The non-partisan Congressional Research Service has issued a new report saying that if Congress refuses to raise the government’s borrowing limit, the White House cannot do so unilaterally under the Constitution’s 14th Amendment.
“It does not appear that the executive has the constitutional authority to borrow funds, even if they are for the express purpose of preventing a default on the debt,” said CRS, which is the non-partisan advisory research arm of Congress.
Some commenters have argued that the 14th Amendment means the government cannot suspend payments and that President Obama can act to keep funding government even without congressional authorization.
Clause four of the amendment, which was passed after the end of the Civil War, reads: “The validity of the public debt of the United States, authorized by law, including debts incurred for payments of pensions and bounties for services in suppressing insurrection or rebellion, shall not be questioned.”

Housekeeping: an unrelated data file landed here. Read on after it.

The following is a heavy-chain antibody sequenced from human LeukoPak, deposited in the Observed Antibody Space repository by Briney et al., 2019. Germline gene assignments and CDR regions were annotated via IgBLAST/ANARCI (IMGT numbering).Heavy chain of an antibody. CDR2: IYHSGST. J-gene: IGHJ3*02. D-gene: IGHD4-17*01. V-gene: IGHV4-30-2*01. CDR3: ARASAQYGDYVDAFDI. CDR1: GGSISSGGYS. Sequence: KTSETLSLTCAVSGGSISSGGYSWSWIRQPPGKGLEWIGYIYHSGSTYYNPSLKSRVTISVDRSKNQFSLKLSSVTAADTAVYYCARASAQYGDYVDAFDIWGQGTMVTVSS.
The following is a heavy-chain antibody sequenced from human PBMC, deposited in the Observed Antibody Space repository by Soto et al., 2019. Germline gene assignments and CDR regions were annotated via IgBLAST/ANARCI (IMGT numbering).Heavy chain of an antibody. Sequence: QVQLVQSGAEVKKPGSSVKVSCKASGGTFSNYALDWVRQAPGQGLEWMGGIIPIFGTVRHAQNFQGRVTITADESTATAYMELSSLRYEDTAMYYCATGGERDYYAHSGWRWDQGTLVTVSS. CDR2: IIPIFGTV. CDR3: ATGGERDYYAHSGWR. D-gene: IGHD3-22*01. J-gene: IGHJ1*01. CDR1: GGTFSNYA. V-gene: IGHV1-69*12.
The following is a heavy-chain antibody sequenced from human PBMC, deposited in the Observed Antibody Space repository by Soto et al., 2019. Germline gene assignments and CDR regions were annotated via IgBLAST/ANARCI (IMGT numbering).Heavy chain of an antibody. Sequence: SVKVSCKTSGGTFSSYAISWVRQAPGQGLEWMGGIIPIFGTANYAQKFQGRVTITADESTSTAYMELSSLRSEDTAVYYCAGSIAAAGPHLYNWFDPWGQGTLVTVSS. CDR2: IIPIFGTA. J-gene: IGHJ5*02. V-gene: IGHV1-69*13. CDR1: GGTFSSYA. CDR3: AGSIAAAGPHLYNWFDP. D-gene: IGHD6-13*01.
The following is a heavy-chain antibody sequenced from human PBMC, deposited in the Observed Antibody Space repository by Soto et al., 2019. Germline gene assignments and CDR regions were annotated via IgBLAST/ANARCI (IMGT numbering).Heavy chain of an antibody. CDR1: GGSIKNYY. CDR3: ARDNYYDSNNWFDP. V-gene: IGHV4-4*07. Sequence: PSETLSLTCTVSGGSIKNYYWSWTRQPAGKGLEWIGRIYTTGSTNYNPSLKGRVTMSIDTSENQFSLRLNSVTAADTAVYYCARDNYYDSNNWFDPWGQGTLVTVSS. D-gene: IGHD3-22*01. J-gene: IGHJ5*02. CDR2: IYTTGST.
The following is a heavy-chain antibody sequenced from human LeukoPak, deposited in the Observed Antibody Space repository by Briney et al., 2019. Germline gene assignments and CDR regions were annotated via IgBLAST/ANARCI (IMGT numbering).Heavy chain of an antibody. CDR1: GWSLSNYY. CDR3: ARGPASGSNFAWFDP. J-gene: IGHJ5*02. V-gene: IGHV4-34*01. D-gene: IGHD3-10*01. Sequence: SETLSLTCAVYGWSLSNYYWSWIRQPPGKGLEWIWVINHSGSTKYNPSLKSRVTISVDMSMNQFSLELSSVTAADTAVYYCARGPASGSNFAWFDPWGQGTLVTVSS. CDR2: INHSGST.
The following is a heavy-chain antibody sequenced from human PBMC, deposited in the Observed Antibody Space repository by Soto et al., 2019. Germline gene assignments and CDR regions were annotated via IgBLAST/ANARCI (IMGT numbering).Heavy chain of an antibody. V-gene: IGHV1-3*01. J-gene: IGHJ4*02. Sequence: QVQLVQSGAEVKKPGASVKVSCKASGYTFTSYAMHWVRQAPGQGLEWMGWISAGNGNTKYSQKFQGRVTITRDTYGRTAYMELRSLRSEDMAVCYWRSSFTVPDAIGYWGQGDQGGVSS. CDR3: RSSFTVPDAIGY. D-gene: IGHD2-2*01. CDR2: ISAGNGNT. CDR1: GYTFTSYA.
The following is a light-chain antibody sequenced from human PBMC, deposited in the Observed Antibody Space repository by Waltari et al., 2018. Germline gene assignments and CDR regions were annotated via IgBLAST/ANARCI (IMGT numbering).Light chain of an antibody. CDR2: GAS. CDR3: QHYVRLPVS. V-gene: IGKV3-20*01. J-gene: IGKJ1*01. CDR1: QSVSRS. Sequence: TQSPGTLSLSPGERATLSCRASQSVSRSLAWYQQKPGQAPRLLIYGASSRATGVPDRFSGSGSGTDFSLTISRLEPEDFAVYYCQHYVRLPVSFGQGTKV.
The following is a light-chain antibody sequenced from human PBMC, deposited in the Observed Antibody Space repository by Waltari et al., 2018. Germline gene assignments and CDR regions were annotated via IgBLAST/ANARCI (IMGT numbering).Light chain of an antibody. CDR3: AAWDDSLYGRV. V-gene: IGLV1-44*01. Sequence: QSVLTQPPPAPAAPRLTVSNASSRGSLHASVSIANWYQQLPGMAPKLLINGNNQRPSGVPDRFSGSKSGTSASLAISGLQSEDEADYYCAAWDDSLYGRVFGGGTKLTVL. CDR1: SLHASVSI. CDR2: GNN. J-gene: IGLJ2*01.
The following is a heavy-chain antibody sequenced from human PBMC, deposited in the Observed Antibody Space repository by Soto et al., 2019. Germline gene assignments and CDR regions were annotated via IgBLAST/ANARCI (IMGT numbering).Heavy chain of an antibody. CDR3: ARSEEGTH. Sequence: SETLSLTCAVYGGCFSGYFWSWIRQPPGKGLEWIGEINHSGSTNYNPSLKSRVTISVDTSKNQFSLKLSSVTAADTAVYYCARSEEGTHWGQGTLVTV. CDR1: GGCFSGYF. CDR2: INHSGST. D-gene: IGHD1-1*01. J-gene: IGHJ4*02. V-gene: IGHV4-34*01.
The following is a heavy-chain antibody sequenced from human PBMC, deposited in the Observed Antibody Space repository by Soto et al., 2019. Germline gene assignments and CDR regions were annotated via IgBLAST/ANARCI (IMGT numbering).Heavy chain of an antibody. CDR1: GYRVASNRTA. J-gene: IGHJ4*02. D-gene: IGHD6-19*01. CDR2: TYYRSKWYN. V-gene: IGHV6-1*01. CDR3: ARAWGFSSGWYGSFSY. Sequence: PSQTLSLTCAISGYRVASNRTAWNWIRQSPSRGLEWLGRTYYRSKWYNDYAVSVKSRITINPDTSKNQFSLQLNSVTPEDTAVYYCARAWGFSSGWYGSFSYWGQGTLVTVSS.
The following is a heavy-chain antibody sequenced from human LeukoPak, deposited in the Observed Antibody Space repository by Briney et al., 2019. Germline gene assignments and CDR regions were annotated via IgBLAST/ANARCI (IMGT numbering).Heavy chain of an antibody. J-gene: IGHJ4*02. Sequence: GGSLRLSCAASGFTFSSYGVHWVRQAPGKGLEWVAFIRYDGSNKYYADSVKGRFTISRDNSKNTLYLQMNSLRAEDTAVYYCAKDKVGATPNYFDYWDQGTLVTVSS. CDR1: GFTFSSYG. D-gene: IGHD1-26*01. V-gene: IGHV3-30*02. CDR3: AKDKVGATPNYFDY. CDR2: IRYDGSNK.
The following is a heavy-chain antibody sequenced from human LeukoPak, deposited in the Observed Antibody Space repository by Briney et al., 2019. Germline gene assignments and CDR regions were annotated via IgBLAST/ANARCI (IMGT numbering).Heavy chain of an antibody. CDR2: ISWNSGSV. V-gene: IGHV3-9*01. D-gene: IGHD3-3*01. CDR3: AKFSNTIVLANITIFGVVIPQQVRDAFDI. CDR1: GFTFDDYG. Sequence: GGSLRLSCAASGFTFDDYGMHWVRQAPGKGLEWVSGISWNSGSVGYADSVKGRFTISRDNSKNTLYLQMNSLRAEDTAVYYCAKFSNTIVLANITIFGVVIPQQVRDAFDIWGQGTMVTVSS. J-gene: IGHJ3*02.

CRS’s experts said that language doesn’t convey any new powers on the president to circumvent Congress when it comes to borrowing or spending.
“There appears to be no basis in the legislative history, or arguably in the structure of the Constitution itself, that can support an executive power to borrow funds,” the research service said in the report, which was released to several congressional offices this week and was reviewed by The Washington Times.
Though some Democratic lawmakers have raised it as a possibility, the White House has been dismissive of using the 14th amendment as a work-around.